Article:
Contributing to open source amidst Uganda’s internet restrictions

Before I write this article, one thing to note is that Ugandans have been in this internet battle with the government for quite some time now. The internet shut down came as a surprise when it did, but at the end of the day, I feel like we should have seen it coming. By the time it dawned on us that the internet really had been disconnected, we were already in darkness, with only the people physically close to us to express our shock too. The audacity of this government!

As the years go by, our President, H.E Yoweri Kaguta Museveni, has been feeling a lot of pressure about the presidential seat. If elections were conducted freely and fairly, you would notice a declining trend in the number of votes his political party (NRM) has been getting over the years. Ugandans are tired, and they want change. They have been more vocal about the injustices that have been happening in the country and it has cost them their lives, even their families’. This resistance from the public has been causing anxiety in State House, and it’s starting to show.

In the 2016 presidential elections , Ugandan authorities blocked access to Facebook, Twitter and WhatsApp saying the platforms would be used by the opposition to mobilize protests. (See this article from the BBC) President Yoweri Museveni was facing a tough challenge from veteran activist Kizza Besigye, and he believed shutting down social media would help to curb the “threat”. Authorities also suspended mobile transfers of money.

In 2019, the government introduced a tax on the use of the social media, which activists have called an attempt at controlling free speech. He said that the youth only use social media to gossip and spread wrong rumors (about him). (See this article from the BBC) . He imposed OTT – Over the Top Tax and since then, it’s never been enough to simply have a good internet connection. You have to pay a daily fee of UGX 200 to your Internet Service Provider, or if you’re being rebellious, a VPN application installed on your phone or computer. He insisted that the revenue collected from the tax would help the country cope with the consequences of olugambo [gossiping]. I don’t know.. but to me, these look like the actions of an increasingly anxious person in power.

On 12th January 2021, the Uganda Communications Commission (UCC) ordered internet service providers in the country to immediately suspend any access and use of all messaging apps and social media platforms until further notice. This was done so suddenly and without prior notice that it took most of us a couple of failed OTT subscriptions to realize that social media platforms had indeed been blocked. Before that, internet speeds had become excruciatingly slow, it was any wonder we were able to get anything done in those few days. A few days after the social media block, the government decided to shut down the entire internet! (The social media ban was simply not cutting it) So when Google stopped working and our parents were restarting their phones several times, is when we realized that truly, there was no end to the surprises.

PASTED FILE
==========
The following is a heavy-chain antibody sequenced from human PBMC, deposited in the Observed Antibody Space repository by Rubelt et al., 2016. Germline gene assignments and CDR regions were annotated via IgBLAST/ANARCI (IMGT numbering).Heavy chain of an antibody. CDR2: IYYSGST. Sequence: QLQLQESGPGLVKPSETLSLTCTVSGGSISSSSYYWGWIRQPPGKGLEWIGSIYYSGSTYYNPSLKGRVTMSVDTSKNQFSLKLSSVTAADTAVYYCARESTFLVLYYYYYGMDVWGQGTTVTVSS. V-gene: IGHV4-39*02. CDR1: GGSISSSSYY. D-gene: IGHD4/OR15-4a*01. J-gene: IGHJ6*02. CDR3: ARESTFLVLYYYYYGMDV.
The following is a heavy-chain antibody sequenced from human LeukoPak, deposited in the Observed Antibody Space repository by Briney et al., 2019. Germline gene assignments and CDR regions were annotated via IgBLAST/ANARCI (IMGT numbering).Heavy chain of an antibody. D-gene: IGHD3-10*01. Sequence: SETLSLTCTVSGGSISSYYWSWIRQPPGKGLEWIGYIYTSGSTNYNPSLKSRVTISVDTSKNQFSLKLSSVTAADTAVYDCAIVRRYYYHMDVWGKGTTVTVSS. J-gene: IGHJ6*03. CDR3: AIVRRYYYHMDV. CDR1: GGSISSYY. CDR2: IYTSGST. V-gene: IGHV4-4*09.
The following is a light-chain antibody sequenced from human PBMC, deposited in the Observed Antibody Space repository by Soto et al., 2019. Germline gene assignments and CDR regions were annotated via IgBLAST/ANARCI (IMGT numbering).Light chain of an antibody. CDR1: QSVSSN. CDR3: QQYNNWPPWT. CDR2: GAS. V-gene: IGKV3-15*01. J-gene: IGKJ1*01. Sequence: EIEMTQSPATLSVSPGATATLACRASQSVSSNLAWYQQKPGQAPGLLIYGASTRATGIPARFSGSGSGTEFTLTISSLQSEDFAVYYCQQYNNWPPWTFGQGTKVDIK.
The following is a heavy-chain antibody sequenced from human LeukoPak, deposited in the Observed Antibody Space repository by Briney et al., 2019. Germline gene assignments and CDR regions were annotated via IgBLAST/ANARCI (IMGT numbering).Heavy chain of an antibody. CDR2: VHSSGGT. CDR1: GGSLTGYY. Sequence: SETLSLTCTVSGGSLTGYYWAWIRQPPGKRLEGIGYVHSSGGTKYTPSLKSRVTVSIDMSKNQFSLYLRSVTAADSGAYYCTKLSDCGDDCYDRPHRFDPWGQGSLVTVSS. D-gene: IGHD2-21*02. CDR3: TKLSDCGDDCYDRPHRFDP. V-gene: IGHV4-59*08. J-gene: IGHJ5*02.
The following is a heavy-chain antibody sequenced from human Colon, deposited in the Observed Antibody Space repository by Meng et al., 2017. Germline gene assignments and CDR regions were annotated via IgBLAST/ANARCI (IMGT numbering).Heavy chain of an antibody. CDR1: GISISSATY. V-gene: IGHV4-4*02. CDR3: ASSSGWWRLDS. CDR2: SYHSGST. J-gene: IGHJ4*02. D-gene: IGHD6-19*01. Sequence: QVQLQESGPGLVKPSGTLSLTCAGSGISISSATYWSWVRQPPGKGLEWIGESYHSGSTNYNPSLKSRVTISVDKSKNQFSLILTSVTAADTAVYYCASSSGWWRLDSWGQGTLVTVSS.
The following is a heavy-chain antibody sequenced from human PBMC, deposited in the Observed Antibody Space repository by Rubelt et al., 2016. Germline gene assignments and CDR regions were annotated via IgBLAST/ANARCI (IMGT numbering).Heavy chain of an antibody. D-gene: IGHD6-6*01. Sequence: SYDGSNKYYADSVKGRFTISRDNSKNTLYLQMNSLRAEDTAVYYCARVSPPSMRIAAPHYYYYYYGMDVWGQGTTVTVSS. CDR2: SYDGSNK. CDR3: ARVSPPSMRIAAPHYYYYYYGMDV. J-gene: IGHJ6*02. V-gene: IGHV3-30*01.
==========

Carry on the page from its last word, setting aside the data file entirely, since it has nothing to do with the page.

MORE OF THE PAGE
During this [not so brief] period we were in total blackout. No internet services were available anywhere. I was not doing any work as far as the Outreachy internship with Mixxx goes. I was not making any contributions, and sadly, that whole week went just like that. We (devs) wondered if there was a backdoor to the whole situation, maybe some independent internet Service Provider that didn’t serve the government or something – lol. I was not sure what to do without the internet so I read books, watched movies on CD, took nature walks, anything to pass the time. How did our forefathers survive without the internet ?

So after NRM won the Presidential election, the internet was restored on Monday evening (18th January). There is speculation regarding this matter as to who exactly restored the internet. Word has it that it was The Anonymous that had hacked the government systems and restored the internet. On the other hand, neither the ISPs nor the Uganda Communications Commission openly came out to declare/ announce that internet had been restored. The internet had been restored alright, but we still could not access social media. Not with OTT, and definitely not with certain VPNs. But the election was over, was it not? Then why was social media still blocked? This time, not only had social media been blocked, but all app stores, YouTube, and most VPN clients. (See this article by techjaja)

At this point, I was ready for anything. I had about two VPN applications installed – Psiphon Pro, and Thunder VPN. Nothing was going to get in the way of work this time. The VPN connections were mostly flaky so I decided to add Orbot and Tor Browser to that list. Things were working for a while, but I should have known that the relief would be short-lived.